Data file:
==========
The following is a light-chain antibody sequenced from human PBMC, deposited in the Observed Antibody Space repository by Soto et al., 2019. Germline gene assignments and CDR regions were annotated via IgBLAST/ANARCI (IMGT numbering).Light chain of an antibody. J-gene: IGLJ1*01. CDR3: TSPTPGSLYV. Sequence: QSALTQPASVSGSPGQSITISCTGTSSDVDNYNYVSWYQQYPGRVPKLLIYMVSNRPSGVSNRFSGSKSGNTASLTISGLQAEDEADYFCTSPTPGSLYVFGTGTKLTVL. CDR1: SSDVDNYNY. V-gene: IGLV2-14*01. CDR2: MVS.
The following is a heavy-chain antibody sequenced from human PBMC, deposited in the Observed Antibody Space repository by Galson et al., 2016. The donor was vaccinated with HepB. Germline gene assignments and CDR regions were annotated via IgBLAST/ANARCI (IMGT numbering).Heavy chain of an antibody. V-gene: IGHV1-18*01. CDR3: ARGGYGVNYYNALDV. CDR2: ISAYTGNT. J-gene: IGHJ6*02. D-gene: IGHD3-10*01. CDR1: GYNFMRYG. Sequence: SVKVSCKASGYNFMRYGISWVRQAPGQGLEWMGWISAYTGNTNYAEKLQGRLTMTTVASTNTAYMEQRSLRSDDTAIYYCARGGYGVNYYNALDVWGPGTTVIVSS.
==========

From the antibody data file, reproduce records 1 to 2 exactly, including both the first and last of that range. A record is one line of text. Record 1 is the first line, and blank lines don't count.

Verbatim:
The following is a light-chain antibody sequenced from human PBMC, deposited in the Observed Antibody Space repository by Soto et al., 2019. Germline gene assignments and CDR regions were annotated via IgBLAST/ANARCI (IMGT numbering).Light chain of an antibody. J-gene: IGLJ1*01. CDR3: TSPTPGSLYV. Sequence: QSALTQPASVSGSPGQSITISCTGTSSDVDNYNYVSWYQQYPGRVPKLLIYMVSNRPSGVSNRFSGSKSGNTASLTISGLQAEDEADYFCTSPTPGSLYVFGTGTKLTVL. CDR1: SSDVDNYNY. V-gene: IGLV2-14*01. CDR2: MVS.
The following is a heavy-chain antibody sequenced from human PBMC, deposited in the Observed Antibody Space repository by Galson et al., 2016. The donor was vaccinated with HepB. Germline gene assignments and CDR regions were annotated via IgBLAST/ANARCI (IMGT numbering).Heavy chain of an antibody. V-gene: IGHV1-18*01. CDR3: ARGGYGVNYYNALDV. CDR2: ISAYTGNT. J-gene: IGHJ6*02. D-gene: IGHD3-10*01. CDR1: GYNFMRYG. Sequence: SVKVSCKASGYNFMRYGISWVRQAPGQGLEWMGWISAYTGNTNYAEKLQGRLTMTTVASTNTAYMEQRSLRSDDTAIYYCARGGYGVNYYNALDVWGPGTTVIVSS.